You are a hardworking, law abiding person. You drive the speed limit (most of the time). You have life insurance and a will, or at least have given them some serious thought. When you hire someone to perform work on your home or business you take time to read the contract before your sign it. Before you go into business with anyone you set forth all of the critical terms in an agreement. You treat your employees and colleagues respectfully and try to do things the “right” way.
Unfortunately, despite all of your hard work and best intentions, you are not immune from the nausea that can accompany the receipt of a summons and complaint. Instantly, the world starts spinning faster and your heart begins to pound so hard it seems to be bursting from your chest. Immediately visions of financial devastation play in your mind like a bad movie. As fear turns to anger and back again it may be difficult to remain composed and almost instinctively you may feel tempted to react. Knowing what to do … and perhaps more importantly … what not to do … from the moment you are served is critical to achieving a successful outcome and maintaining your sanity.
The Do’s and Don’ts –
Rule 1 – Do take a deep breath and remain calm. As foreign as it may seem to you, lawsuits are filed every day, so you are far from alone in finding yourself an unwilling participant in litigation. Don’t take any drastic action. Don’t call the plaintiff or the plaintiff’s attorney and discuss your position or ask them to dismiss the case. Much like the police officer always says in those bad TV shows, anything you say, can and will be used against you in a court of law. Keep in mind you can easily make matters worse if you take any steps before you get proper advice and an analysis of the situation. As a general rule, the service of a summons and complaint triggers the start of a marathon not a sprint.
Rule 2 – Don’t delete, erase, shred or alter anything that relates to the claim. At this point the facts are the facts. You cannot change the facts, and any sense that you are better off if you “change” things is incorrect. Destroying or altering evidence will only hurt your case and may constitute a crime. Moreover, in this electronic age, “erasing” anything is virtually impossible. In fact, you should be taking immediate steps to preserve any information relating to your case in whatever format it may be. With respect to electronic information such as emails and computer files you should take active measures to prevent any inadvertent or automatic deletion by anyone. If information is lost or destroyed a judge or jury may be entitled to assume that the information was harmful to your position.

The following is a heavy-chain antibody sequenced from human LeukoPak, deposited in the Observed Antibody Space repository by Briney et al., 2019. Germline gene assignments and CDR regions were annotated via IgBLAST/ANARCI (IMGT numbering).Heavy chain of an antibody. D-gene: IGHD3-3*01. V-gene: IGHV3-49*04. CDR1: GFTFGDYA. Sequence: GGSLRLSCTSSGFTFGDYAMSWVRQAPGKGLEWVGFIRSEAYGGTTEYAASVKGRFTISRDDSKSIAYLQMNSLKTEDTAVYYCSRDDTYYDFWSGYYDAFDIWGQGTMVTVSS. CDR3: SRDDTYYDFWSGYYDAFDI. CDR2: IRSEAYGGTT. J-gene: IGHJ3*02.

Rule 3 – Do act quickly to determine any applicable deadlines. Once you have been served there is a specific deadline for you to file a response to the Complaint. Failure to respond in a timely fashion can be fatal. Confirm the applicable deadlines and contact counsel.
Rule 4 – Don’t discuss the case with anyone until after you have spoken to your attorney. See Rule 1 above. You may feel strongly that you can explain your position and justice will prevail. I say it again – See Rule 1 above. Anything, no matter how well-meaning or true, could come back to haunt you. Don’t take to social media to comment about the case, the plaintiff, the plaintiff’s attorney, the legal system, or anyone involved in the case. Don’t talk to the media. If you are contacted about the case, politely decline to discuss active litigation matters and refer the person to your attorney.
Rule 5 – Do consult with an attorney. I know – you are already envisioning a bill. Stop. Attorneys are like every other professional service provider in that they charge for their time. That is how they pay their bills. More importantly, they have been professionally trained and have practical experience so they can offer an unbiased assessment of your situation and come up with a plan of action. Your communication with an attorney is also privileged. Thus, you can candidly talk to your attorney without concern that the communication will be revealed. You should also feel free to consult with a number of attorneys before selecting one who will handle your matter. You and your attorney will be going to battle together so it is important that the personality fit is a good one.